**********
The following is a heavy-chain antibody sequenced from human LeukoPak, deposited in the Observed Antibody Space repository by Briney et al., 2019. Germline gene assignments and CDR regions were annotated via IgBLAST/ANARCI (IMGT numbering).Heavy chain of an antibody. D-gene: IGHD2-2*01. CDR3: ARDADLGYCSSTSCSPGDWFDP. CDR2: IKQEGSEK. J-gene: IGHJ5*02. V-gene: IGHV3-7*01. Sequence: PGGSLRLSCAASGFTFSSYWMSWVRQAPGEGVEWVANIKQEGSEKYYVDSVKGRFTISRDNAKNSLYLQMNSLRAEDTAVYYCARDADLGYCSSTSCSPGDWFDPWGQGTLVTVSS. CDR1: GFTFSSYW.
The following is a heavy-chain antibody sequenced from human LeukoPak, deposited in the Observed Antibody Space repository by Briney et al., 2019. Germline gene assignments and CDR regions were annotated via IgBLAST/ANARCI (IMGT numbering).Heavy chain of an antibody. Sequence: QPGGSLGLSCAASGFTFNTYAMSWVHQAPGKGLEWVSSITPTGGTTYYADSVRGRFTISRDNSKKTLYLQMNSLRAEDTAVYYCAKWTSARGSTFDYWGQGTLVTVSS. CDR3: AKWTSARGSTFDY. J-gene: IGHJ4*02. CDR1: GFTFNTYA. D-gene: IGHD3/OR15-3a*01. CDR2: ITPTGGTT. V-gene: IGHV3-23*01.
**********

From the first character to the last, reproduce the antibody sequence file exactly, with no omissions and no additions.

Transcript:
The following is a heavy-chain antibody sequenced from human LeukoPak, deposited in the Observed Antibody Space repository by Briney et al., 2019. Germline gene assignments and CDR regions were annotated via IgBLAST/ANARCI (IMGT numbering).Heavy chain of an antibody. D-gene: IGHD2-2*01. CDR3: ARDADLGYCSSTSCSPGDWFDP. CDR2: IKQEGSEK. J-gene: IGHJ5*02. V-gene: IGHV3-7*01. Sequence: PGGSLRLSCAASGFTFSSYWMSWVRQAPGEGVEWVANIKQEGSEKYYVDSVKGRFTISRDNAKNSLYLQMNSLRAEDTAVYYCARDADLGYCSSTSCSPGDWFDPWGQGTLVTVSS. CDR1: GFTFSSYW.
The following is a heavy-chain antibody sequenced from human LeukoPak, deposited in the Observed Antibody Space repository by Briney et al., 2019. Germline gene assignments and CDR regions were annotated via IgBLAST/ANARCI (IMGT numbering).Heavy chain of an antibody. Sequence: QPGGSLGLSCAASGFTFNTYAMSWVHQAPGKGLEWVSSITPTGGTTYYADSVRGRFTISRDNSKKTLYLQMNSLRAEDTAVYYCAKWTSARGSTFDYWGQGTLVTVSS. CDR3: AKWTSARGSTFDY. J-gene: IGHJ4*02. CDR1: GFTFNTYA. D-gene: IGHD3/OR15-3a*01. CDR2: ITPTGGTT. V-gene: IGHV3-23*01.